Work Where You Want Act gets a sequel after all!

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Date:
12 Jul 2022

By:
Cathelijn Derks, Ilse Spee

On 5 July 2022, the legislative proposal for the Work Where You Want Act was adopted by the House of Representatives. The proposal was subjected to a great deal of criticism, which meant that it was highly doubtful whether it would make it through. And now, the green light has been given after all. If this proposal also makes it through the Senate, it will mean an amendment to the current Flexible Work Act. The name of the proposal suggests that an employee can decide where he wants to work; any location seems possible. But is this really the case? In this article, we will address the most important aspects of the legislative proposal.

Flexible Work Act vs. Work Where You Want Act

Currently, the Flexible Work Act states that an employee may request an employer to adjust the place of work. The employer must consider the employee's request and consult with the employee if it rejects the request. There is no substantive requirement of ''compelling business or service interests'' for rejection, as in the case of a request for adjustment of working hours. The employer therefore has a great deal of freedom when considering such a request and can, in principle, reject the request on any grounds. The legislative proposal changes this.

The first version of the proposal stipulated that the employer had to grant the request for adjustment of the working place, if the intended working place was the home address of the employee or another work location of the employer, both located within the territory of the EU. According to the first version, this request could only be refused if serious business or service interests would oppose it. The desired place of work should therefore be within the territory of the EU and it should concern the home address of the employee or a work location of the employer.

In the case of a request to change the work location to another location, for example a second home outside the European Union, the employer does not in principle have to grant the request. The old (current) regime continues to apply and the employer must only 'consider' the request and consult with the employee in the event of rejection. Work where you want is therefore not really work where you want.

The question remains: how does the latest version of the proposal deal with the 'substantial business or service interests'?

Memorandum of amendment

This ground for refusal was strongly criticised by, among others, the Social and Economic Council (SER), because the wording only takes into account the important interests of the employer, and does not weigh up the interests of the employer against those of the employee. According to the SER, a balance of interests would be a better test for a good balance between the employee's control over hybrid work and customisation on the part of the employer. In response to this criticism, a bill of amendment has been submitted to change the test.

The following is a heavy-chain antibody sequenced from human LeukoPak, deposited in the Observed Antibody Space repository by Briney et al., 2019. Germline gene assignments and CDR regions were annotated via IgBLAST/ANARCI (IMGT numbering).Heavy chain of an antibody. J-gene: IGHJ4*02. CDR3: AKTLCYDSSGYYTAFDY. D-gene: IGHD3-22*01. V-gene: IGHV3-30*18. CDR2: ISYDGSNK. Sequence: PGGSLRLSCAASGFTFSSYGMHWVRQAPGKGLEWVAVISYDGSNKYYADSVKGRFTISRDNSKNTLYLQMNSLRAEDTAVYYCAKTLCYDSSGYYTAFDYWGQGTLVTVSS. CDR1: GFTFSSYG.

This means that an employer must grant a request for adjustment of the workplace if, in view of the circumstances of the case, the employer feels that their interests must give way to the request in accordance with the criteria of reasonableness and fairness. According to the SER, weighing interests by means of the criterion of 'reasonableness and fairness' would give the employee more say in the balance between working at a company location and working outside the company location, and would leave room for the employer to make arrangements that are appropriate to the organisation.

The memorandum to the bill of amendment explains that the balancing of interests is primarily carried out by the employer. The employer must assess whether its interests in all reasonableness and fairness outweigh the interests of the employee. The employer must consider all the circumstances of the case and must therefore be well aware of the concrete interests of the employee in an adjustment of the workplace. Elements that may be taken into consideration are social cohesion, cooperation within teams and heavy administrative or financial burdens for the employer.

In short

The legislative proposal for the Work Where You Want Act stipulates that the employer must weigh up the interests involved in a request to change the workplace to the employee's home address or to a work location of the employer within the EU. How this balancing of interests works out will depend on all the circumstances of the case. In the case of a request to change the place of work to a location outside the EU, the old regime will continue to apply.

We believe that the earlier test was far-reaching, but that this amended test still raises many questions. We await the response of the Senate.

If you have any questions about the legislative proposal, we are happy to help.